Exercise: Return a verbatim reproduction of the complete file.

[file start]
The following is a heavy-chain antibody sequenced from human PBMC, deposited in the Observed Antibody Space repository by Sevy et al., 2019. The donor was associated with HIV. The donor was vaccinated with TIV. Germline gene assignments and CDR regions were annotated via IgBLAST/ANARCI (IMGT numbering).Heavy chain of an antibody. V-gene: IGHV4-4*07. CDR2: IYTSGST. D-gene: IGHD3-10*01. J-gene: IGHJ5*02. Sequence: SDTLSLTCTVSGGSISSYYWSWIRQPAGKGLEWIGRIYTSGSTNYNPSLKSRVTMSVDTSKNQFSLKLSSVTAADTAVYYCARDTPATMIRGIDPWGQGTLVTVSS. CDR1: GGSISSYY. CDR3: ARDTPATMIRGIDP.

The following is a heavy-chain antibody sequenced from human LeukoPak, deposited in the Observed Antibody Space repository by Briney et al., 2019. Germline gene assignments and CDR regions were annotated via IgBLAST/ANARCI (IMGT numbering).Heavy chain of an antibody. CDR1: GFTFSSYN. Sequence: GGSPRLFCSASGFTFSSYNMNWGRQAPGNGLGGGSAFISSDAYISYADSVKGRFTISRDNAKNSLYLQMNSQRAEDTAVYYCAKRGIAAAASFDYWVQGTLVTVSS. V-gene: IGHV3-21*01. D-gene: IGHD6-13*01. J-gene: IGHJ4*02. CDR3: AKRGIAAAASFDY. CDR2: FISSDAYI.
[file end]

The following is a heavy-chain antibody sequenced from human PBMC, deposited in the Observed Antibody Space repository by Sevy et al., 2019. The donor was associated with HIV. The donor was vaccinated with TIV. Germline gene assignments and CDR regions were annotated via IgBLAST/ANARCI (IMGT numbering).Heavy chain of an antibody. V-gene: IGHV4-4*07. CDR2: IYTSGST. D-gene: IGHD3-10*01. J-gene: IGHJ5*02. Sequence: SDTLSLTCTVSGGSISSYYWSWIRQPAGKGLEWIGRIYTSGSTNYNPSLKSRVTMSVDTSKNQFSLKLSSVTAADTAVYYCARDTPATMIRGIDPWGQGTLVTVSS. CDR1: GGSISSYY. CDR3: ARDTPATMIRGIDP.

The following is a heavy-chain antibody sequenced from human LeukoPak, deposited in the Observed Antibody Space repository by Briney et al., 2019. Germline gene assignments and CDR regions were annotated via IgBLAST/ANARCI (IMGT numbering).Heavy chain of an antibody. CDR1: GFTFSSYN. Sequence: GGSPRLFCSASGFTFSSYNMNWGRQAPGNGLGGGSAFISSDAYISYADSVKGRFTISRDNAKNSLYLQMNSQRAEDTAVYYCAKRGIAAAASFDYWVQGTLVTVSS. V-gene: IGHV3-21*01. D-gene: IGHD6-13*01. J-gene: IGHJ4*02. CDR3: AKRGIAAAASFDY. CDR2: FISSDAYI.